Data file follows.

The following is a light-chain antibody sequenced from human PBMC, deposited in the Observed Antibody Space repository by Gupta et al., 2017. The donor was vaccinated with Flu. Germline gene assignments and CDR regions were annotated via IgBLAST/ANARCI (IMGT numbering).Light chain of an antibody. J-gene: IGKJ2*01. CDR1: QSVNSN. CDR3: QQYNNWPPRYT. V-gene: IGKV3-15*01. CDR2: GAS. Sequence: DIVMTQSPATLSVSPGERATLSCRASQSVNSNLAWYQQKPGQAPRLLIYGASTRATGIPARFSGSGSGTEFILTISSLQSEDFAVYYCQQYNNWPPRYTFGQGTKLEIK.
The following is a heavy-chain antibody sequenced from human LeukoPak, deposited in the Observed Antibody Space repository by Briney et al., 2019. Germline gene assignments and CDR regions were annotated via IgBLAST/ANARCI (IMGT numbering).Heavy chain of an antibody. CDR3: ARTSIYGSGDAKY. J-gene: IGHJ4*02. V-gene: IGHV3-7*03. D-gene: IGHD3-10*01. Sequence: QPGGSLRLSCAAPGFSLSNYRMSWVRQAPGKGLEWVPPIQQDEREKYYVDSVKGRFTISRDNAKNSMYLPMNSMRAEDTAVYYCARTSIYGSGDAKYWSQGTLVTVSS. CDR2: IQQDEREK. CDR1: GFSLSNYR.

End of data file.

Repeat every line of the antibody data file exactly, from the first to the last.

The following is a light-chain antibody sequenced from human PBMC, deposited in the Observed Antibody Space repository by Gupta et al., 2017. The donor was vaccinated with Flu. Germline gene assignments and CDR regions were annotated via IgBLAST/ANARCI (IMGT numbering).Light chain of an antibody. J-gene: IGKJ2*01. CDR1: QSVNSN. CDR3: QQYNNWPPRYT. V-gene: IGKV3-15*01. CDR2: GAS. Sequence: DIVMTQSPATLSVSPGERATLSCRASQSVNSNLAWYQQKPGQAPRLLIYGASTRATGIPARFSGSGSGTEFILTISSLQSEDFAVYYCQQYNNWPPRYTFGQGTKLEIK.
The following is a heavy-chain antibody sequenced from human LeukoPak, deposited in the Observed Antibody Space repository by Briney et al., 2019. Germline gene assignments and CDR regions were annotated via IgBLAST/ANARCI (IMGT numbering).Heavy chain of an antibody. CDR3: ARTSIYGSGDAKY. J-gene: IGHJ4*02. V-gene: IGHV3-7*03. D-gene: IGHD3-10*01. Sequence: QPGGSLRLSCAAPGFSLSNYRMSWVRQAPGKGLEWVPPIQQDEREKYYVDSVKGRFTISRDNAKNSMYLPMNSMRAEDTAVYYCARTSIYGSGDAKYWSQGTLVTVSS. CDR2: IQQDEREK. CDR1: GFSLSNYR.